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Title: Microbial Ecology of Atlantic Salmon ( Salmo salar ) Hatcheries: Impacts of the Built Environment on Fish Mucosal Microbiota
ABSTRACT Successful rearing of fish in hatcheries is critical for conservation, recreational fishing, commercial fishing through wild stock enhancements, and aquaculture production. Flowthrough (FT) hatcheries require more water than recirculating aquaculture systems (RAS), which enable up to 99% of their water to be recycled, thus significantly reducing environmental impacts. Here, we evaluated the biological and physical microbiome interactions of three Atlantic salmon hatcheries (RAS n  = 2, FT n  = 1). Gill, skin, and digesta from six juvenile fish along with tank biofilms and water were sampled from tanks in each of the hatcheries (60 fish across 10 tanks) to assess the built environment and mucosal microbiota using 16S rRNA gene sequencing. The water and tank biofilm had more microbial richness than fish mucus, while skin and digesta from RAS fish had 2 times the richness of FT fish. Body sites each had unique microbiomes ( P  < 0.001) and were influenced by hatchery system type ( P  < 0.001), with RAS being more similar. A strong association between the tank and fish microbiome was observed. Water and tank biofilm richness was positively correlated with skin and digesta richness. Strikingly, the gill, skin, and digesta communities were more similar to that in the origin more » tank biofilm than those in all other experimental tanks, suggesting that the tank biofilm has a direct influence on fish-associated microbial communities. Lastly, microbial diversity and mucous cell density were positively associated with fish growth and length. The results from this study provide evidence for a link between the tank microbiome and the fish microbiome, with the skin microbiome as an important intermediate. IMPORTANCE Atlantic salmon, Salmo salar , is the most farmed marine fish worldwide, with an annual production of 2,248 million metric tons in 2016. Salmon hatcheries are increasingly changing from flowthrough toward recirculating aquaculture system (RAS) design to accommodate more control over production along with improved environmental sustainability due to lower impacts on water consumption. To date, microbiome studies of hatcheries have focused either on the fish mucosal microbiota or on the built environment microbiota but have not combined the two to understand their interactions. Our study evaluates how the water and tank biofilm microbiota influences the fish microbiota across three mucosal environments (gill, skin, and digesta). Results from this study highlight how the built environment is a unique source of microbes to colonize fish mucus and, furthermore, how this can influence fish health. Further studies can use this knowledge to engineer built environments to modulate fish microbiota for beneficial phenotypes. « less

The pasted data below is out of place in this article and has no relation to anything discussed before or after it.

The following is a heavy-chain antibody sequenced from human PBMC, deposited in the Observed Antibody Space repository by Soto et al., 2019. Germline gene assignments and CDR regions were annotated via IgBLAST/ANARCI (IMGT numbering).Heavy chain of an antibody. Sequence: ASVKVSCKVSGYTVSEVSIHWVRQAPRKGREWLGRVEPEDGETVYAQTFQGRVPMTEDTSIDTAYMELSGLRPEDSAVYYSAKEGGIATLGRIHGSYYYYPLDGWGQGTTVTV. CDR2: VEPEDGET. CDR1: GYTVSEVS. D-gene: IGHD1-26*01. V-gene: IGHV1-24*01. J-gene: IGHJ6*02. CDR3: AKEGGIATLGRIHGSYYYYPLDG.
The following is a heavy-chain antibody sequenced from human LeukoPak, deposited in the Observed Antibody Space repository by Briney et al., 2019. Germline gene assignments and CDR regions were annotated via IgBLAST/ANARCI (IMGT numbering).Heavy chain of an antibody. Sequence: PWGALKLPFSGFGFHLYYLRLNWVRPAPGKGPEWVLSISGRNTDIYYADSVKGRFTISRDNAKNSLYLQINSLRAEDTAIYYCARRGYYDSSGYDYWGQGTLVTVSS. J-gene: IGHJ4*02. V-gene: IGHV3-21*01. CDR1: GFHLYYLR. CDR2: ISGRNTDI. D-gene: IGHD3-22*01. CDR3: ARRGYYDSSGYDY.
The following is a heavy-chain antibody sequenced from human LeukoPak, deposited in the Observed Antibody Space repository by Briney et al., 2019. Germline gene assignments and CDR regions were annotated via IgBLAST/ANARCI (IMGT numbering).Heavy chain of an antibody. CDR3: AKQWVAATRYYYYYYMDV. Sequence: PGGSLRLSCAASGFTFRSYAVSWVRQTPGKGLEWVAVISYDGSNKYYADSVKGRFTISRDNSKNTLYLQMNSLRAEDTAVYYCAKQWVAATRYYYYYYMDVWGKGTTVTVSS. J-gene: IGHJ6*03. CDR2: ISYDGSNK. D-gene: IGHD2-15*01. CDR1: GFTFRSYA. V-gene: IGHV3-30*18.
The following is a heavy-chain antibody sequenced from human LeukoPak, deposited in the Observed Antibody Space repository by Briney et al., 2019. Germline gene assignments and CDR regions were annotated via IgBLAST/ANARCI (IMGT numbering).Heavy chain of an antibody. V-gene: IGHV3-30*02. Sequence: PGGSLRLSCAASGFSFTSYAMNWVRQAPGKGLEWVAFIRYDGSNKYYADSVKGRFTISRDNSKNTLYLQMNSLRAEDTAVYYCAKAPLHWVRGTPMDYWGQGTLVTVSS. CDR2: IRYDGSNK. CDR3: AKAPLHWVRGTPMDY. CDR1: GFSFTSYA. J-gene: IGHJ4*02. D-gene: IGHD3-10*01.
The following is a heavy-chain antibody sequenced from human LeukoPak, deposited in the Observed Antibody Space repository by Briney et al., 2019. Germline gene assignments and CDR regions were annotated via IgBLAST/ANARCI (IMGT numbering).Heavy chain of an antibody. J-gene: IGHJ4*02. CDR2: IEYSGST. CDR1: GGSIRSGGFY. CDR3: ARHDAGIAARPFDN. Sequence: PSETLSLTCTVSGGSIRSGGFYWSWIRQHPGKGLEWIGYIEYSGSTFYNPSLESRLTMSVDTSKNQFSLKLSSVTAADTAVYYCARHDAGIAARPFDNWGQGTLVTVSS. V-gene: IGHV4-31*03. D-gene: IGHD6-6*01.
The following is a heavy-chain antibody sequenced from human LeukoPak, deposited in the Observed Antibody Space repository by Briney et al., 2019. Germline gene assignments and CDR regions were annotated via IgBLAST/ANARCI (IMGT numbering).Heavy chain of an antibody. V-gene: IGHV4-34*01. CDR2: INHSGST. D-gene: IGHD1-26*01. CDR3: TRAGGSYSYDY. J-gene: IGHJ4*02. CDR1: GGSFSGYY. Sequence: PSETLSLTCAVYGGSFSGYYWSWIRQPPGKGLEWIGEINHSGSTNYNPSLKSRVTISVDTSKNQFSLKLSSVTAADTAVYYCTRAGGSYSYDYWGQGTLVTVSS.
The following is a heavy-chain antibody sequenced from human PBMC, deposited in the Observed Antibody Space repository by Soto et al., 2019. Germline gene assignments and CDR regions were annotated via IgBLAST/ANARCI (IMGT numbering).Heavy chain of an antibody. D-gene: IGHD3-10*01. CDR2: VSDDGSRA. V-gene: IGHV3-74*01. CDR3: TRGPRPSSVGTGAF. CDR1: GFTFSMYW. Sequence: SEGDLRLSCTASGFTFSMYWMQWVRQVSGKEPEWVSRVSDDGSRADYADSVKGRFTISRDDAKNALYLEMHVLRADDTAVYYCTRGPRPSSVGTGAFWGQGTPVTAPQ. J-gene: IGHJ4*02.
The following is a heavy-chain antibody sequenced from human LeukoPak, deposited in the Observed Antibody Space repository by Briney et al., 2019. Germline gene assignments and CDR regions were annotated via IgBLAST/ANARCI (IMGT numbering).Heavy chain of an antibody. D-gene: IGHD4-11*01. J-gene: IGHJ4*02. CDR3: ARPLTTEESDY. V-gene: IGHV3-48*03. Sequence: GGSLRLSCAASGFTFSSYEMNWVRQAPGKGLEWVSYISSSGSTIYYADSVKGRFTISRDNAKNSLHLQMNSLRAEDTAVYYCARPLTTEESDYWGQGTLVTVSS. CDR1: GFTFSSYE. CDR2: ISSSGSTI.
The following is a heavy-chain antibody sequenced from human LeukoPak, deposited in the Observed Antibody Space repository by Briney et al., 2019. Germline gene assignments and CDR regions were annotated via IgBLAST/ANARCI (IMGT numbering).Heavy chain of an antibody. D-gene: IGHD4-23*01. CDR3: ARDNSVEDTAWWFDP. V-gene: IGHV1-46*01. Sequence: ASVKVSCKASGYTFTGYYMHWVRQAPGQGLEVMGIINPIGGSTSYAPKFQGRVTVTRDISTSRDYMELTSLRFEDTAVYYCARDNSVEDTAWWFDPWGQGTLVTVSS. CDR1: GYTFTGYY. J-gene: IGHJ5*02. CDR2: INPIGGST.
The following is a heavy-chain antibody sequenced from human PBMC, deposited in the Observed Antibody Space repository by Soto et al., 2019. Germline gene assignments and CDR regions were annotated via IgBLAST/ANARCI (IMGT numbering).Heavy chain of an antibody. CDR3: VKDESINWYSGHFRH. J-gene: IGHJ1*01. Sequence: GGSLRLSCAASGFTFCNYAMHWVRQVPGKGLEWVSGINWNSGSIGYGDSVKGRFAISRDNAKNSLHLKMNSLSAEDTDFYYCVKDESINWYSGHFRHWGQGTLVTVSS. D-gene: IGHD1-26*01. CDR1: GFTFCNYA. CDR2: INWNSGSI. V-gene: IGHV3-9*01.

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Applied and Environmental Microbiology
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National Science Foundation
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